My hope is that with continued research, community outreach and education, sex ed in schools, free condom programs, innovation with condoms and lubricants, increased availability of free HIV testing, advancements in treatments and prevention, and honest communication between partners, we’ll one day close this chapter on human health. According to Michel Sidibé, Executive Director of UNAIDS, with increased efforts, we have the potential to do so by 2030, but again, only with increased funding and vigilance.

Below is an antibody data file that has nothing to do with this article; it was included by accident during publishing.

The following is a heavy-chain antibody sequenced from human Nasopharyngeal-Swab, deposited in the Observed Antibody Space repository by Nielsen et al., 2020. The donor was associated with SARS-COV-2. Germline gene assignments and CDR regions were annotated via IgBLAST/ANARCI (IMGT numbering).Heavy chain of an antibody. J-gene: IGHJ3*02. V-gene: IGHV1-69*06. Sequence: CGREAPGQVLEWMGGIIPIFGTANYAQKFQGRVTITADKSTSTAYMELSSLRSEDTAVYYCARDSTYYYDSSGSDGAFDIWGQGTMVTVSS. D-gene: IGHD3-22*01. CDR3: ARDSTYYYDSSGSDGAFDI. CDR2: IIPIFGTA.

Bringing this back to my own life, I guess this isn’t entirely a “grown up conversation.” I originally wrote that above because the conversation on my phone this evening ended so abruptly...and with such immaturity. However, since HIV does not discriminate, there are age-appropriate conversations about health and HIV, even for children, some addressed by the South African version of Sesame Street when they introduced an HIV positive monster named Kami. As a senior in high school, I started a group called Young Artists in Action that combined the efforts of students with all different artistic specialties. My sister kept it going after I graduated. We collaborated with Broadway Cares/Equity Fights AIDS and our school’s drama program to raise funds for the fight against HIV. Between everything I learned from those charitable efforts in high school and later having a panic attack in college while rehearsing a monologue from The Normal Heart, I had a lot of specific views on this whole topic. After getting through high school and college and rethinking the stigmas around HIV and STDs, I’ve always struggled with how to talk about this. This has been a conversation central to my LGBTQ community for decades and it’s emotionally charged for all of us. I’ve struggled with how to discuss prevention in a way that makes clear its importance, honors those we’ve lost, but avoids some of the fear based talking points we’ve historically relied upon.